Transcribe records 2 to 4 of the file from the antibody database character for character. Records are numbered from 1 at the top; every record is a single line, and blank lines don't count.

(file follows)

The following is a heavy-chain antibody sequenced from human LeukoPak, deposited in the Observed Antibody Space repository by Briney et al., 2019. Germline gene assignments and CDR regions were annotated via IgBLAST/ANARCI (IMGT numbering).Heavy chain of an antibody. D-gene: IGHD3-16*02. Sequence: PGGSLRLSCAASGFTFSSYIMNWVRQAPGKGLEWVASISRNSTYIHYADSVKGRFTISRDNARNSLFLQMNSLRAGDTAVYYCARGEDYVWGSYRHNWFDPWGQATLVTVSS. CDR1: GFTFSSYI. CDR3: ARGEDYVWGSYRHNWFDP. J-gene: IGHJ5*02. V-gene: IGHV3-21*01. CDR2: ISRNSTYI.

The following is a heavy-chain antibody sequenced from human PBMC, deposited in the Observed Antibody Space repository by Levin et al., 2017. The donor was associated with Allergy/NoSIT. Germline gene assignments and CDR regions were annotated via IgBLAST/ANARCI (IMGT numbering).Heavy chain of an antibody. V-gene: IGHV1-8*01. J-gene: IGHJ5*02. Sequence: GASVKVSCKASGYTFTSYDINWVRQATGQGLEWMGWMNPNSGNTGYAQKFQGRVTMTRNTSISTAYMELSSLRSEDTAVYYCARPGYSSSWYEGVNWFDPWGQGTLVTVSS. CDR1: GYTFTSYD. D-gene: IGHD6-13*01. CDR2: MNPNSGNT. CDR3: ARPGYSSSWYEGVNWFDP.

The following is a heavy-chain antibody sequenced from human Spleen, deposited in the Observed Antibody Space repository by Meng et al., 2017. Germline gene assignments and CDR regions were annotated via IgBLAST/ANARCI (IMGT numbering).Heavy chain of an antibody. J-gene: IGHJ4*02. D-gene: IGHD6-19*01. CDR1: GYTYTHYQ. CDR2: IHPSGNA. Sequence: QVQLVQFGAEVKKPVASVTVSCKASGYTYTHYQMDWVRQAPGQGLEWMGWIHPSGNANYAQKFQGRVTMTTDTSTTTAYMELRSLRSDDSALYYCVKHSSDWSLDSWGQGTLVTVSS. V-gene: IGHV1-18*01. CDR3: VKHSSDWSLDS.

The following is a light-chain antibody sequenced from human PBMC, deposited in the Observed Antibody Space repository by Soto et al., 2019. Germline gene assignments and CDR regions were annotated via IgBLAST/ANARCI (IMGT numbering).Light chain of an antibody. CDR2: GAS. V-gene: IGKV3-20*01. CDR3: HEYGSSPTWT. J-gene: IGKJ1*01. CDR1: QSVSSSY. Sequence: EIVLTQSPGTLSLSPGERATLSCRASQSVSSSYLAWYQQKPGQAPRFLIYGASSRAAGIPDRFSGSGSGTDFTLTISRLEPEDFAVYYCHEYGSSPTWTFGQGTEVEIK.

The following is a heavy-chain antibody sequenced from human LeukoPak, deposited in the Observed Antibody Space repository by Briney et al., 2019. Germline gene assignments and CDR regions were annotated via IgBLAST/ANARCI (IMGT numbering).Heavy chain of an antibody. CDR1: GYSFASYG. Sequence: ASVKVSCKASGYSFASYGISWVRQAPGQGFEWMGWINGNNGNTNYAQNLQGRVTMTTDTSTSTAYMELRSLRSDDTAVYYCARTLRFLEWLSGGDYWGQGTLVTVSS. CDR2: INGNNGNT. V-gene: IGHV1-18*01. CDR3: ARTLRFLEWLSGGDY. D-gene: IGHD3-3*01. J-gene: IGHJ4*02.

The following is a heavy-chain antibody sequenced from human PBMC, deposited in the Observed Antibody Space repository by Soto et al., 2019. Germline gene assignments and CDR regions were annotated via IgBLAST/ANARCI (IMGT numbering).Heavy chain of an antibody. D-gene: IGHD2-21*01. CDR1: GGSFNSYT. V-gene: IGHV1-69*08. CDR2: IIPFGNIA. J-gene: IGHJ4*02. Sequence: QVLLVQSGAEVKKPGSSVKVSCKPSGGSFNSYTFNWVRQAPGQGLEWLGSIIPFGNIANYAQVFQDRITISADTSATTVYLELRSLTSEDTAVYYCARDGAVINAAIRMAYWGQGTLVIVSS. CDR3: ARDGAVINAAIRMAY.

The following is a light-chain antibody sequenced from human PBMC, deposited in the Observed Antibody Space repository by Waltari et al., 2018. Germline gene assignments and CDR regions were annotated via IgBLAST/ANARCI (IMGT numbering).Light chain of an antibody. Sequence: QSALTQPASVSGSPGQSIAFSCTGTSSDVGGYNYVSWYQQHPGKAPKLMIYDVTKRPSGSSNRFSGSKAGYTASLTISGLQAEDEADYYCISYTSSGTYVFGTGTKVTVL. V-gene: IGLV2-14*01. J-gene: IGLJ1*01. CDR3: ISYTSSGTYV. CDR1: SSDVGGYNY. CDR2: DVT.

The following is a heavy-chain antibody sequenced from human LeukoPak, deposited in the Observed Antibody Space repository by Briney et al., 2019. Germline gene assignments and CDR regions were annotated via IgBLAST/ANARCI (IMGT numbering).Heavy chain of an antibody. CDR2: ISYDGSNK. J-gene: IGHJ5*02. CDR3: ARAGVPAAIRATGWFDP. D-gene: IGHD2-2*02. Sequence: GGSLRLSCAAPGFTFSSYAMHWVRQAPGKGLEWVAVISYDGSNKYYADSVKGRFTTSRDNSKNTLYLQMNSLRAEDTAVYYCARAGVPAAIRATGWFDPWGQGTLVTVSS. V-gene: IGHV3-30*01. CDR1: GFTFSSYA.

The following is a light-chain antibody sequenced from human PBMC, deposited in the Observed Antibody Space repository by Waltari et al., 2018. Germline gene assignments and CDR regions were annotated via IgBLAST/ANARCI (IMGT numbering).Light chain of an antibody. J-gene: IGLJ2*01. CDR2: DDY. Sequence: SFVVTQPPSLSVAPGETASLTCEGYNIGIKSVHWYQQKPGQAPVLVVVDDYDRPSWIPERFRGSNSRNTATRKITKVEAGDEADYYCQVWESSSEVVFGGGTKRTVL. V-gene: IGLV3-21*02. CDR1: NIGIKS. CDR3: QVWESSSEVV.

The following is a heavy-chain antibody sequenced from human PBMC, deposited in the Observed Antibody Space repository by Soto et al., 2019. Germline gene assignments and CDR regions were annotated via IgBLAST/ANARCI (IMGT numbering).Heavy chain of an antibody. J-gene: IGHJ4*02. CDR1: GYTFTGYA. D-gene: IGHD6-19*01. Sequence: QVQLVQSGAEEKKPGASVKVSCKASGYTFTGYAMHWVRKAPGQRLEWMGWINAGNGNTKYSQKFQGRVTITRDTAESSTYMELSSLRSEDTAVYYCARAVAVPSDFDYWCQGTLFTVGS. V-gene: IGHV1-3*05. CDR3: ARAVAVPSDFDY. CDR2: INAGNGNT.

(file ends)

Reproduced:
The following is a heavy-chain antibody sequenced from human PBMC, deposited in the Observed Antibody Space repository by Levin et al., 2017. The donor was associated with Allergy/NoSIT. Germline gene assignments and CDR regions were annotated via IgBLAST/ANARCI (IMGT numbering).Heavy chain of an antibody. V-gene: IGHV1-8*01. J-gene: IGHJ5*02. Sequence: GASVKVSCKASGYTFTSYDINWVRQATGQGLEWMGWMNPNSGNTGYAQKFQGRVTMTRNTSISTAYMELSSLRSEDTAVYYCARPGYSSSWYEGVNWFDPWGQGTLVTVSS. CDR1: GYTFTSYD. D-gene: IGHD6-13*01. CDR2: MNPNSGNT. CDR3: ARPGYSSSWYEGVNWFDP.

The following is a heavy-chain antibody sequenced from human Spleen, deposited in the Observed Antibody Space repository by Meng et al., 2017. Germline gene assignments and CDR regions were annotated via IgBLAST/ANARCI (IMGT numbering).Heavy chain of an antibody. J-gene: IGHJ4*02. D-gene: IGHD6-19*01. CDR1: GYTYTHYQ. CDR2: IHPSGNA. Sequence: QVQLVQFGAEVKKPVASVTVSCKASGYTYTHYQMDWVRQAPGQGLEWMGWIHPSGNANYAQKFQGRVTMTTDTSTTTAYMELRSLRSDDSALYYCVKHSSDWSLDSWGQGTLVTVSS. V-gene: IGHV1-18*01. CDR3: VKHSSDWSLDS.

The following is a light-chain antibody sequenced from human PBMC, deposited in the Observed Antibody Space repository by Soto et al., 2019. Germline gene assignments and CDR regions were annotated via IgBLAST/ANARCI (IMGT numbering).Light chain of an antibody. CDR2: GAS. V-gene: IGKV3-20*01. CDR3: HEYGSSPTWT. J-gene: IGKJ1*01. CDR1: QSVSSSY. Sequence: EIVLTQSPGTLSLSPGERATLSCRASQSVSSSYLAWYQQKPGQAPRFLIYGASSRAAGIPDRFSGSGSGTDFTLTISRLEPEDFAVYYCHEYGSSPTWTFGQGTEVEIK.